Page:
Coral Reef Ecosystems Becoming a Priority in Schools Curriculum

Giovanna Key

Behind the Scenes of our Educational Curriculum

As a student finishing my high school career at a maritime-oriented school, Maritime and Science Technology Academy, I have been lucky to have been allowed to get access to a more environmentally concerned curriculum than the majority of other high schools in the general Miami area. The majority of other public schools in the area have been recorded to have extremely narrow curriculums solely created and designed so that the students can fulfill their requirements needed to graduate. This does not take into consideration the necessity to teach students and inform them regarding their surroundings and the urgency for the change needed to save our planet. Although there are courses like Environmental Science and Marine Science, the course content either rarely or does not cover subtopics like conservation or restoration of damaged ecosystems like coral reefs. There are other ways to get access to this environmental content like joining clubs, for example, the Eclipse Club at MAST Academy covers all sorts of ways to begin taking part in protecting our environment. The issue with this is that because of COVID-19 it has become difficult to become informed about which clubs to join and what they will cover as your time in them progresses.

Why Should we be Concerned About Implementing Courses Focused on Coral Reef Restoration?

Our schools are based in a community where we are home to ecosystems like the Florida Reef Tract. This allows us to have a first-hand experience of the changes that are occurring regarding reefs. Taking an hour drive south of our school, MAST Academy, will leave us in the Florida Keys. The Florida Keys are home to one of the most beautiful and largest coral reef ecosystems in the continental United States. The reef ecosystems in the Florida Keys have been recorded to be dying because of factors like coastal development. Coastal development leads to a surplus of pollution into our oceans because the wastewater carries toxins that harm the surrounding habitats and ecosystems. When there is a surplus of these toxins and nutrients, it leads to eutrophication, which does not allow the reefs to get access to sunlight or oxygen; meaning they cannot photosynthesize and they are being suffocated by the algal blooms on the surface of the water. The threats that are most concerning for the ecosystems are pollution, ocean acidification, destructive fishing practices (benthic trawling), and the quick rate of climate change.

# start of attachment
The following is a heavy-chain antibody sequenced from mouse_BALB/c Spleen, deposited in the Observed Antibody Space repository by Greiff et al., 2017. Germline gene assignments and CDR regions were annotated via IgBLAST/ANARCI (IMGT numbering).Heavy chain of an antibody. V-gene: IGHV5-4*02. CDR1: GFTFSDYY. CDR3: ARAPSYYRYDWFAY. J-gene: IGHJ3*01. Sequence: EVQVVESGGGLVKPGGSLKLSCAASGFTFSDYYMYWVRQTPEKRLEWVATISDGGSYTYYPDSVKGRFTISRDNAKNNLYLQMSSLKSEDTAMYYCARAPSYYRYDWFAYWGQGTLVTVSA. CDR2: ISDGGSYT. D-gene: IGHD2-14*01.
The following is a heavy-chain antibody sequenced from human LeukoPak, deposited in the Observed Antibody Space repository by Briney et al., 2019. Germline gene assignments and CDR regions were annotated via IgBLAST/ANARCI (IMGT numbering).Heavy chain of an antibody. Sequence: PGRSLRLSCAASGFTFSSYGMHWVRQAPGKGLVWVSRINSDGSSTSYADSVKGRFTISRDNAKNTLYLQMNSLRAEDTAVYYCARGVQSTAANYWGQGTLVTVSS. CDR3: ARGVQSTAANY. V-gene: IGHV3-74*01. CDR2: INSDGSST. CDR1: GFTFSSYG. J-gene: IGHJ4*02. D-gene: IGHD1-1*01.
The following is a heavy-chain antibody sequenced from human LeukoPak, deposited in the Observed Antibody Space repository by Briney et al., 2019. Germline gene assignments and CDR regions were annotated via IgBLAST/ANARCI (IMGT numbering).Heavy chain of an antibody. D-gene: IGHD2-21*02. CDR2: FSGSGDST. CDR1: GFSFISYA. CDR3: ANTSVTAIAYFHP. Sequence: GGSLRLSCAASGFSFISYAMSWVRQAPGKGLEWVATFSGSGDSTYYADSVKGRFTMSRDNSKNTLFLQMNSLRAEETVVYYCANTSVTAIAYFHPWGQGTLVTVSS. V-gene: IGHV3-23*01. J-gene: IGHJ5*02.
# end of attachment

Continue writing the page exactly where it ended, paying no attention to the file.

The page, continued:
Visual flow chart on how ocean acidification affects coral reefs.

Now, why should this concern us?

Coral reefs are known to be ecosystems with a high net primary productivity rate are high in biodiversity, they act as a protective barrier for the shorelines to prevent erosion, and they provide habitats for roughly 25% of marine organisms. While these are extremely important factors to take into consideration, it is also important to know the coral reefs are responsible for generating 50% of the Earth’s oxygen. With the increase of external factors such as global warming, there has been a spike in the amount of carbon dioxide in the atmosphere. This leads to an increased rate of coral bleaching because they cannot adapt quickly enough to adjust to the fluxing changes in ocean temperature. As a result of these increased carbon dioxide emissions, the coral reef populations are bleaching quicker because they are absorbing the carbon dioxide. There is still room for recovery because their bleaching does not mean they are dead yet, so there is time to take action and help these organisms make a recovery. Without them, we will drastically have a cut in our oxygen supply and it will be questioning what could happen next.